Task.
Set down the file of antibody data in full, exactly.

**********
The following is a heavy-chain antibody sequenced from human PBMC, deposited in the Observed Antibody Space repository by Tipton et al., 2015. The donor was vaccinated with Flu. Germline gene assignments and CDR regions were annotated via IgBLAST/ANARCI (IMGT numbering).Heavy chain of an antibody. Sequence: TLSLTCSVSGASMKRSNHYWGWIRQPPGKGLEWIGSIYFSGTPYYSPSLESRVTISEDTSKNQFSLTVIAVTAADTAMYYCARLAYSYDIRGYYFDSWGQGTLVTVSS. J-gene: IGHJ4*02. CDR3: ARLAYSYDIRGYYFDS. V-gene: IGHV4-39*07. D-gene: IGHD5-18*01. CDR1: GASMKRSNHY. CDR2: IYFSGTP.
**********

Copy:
The following is a heavy-chain antibody sequenced from human PBMC, deposited in the Observed Antibody Space repository by Tipton et al., 2015. The donor was vaccinated with Flu. Germline gene assignments and CDR regions were annotated via IgBLAST/ANARCI (IMGT numbering).Heavy chain of an antibody. Sequence: TLSLTCSVSGASMKRSNHYWGWIRQPPGKGLEWIGSIYFSGTPYYSPSLESRVTISEDTSKNQFSLTVIAVTAADTAMYYCARLAYSYDIRGYYFDSWGQGTLVTVSS. J-gene: IGHJ4*02. CDR3: ARLAYSYDIRGYYFDS. V-gene: IGHV4-39*07. D-gene: IGHD5-18*01. CDR1: GASMKRSNHY. CDR2: IYFSGTP.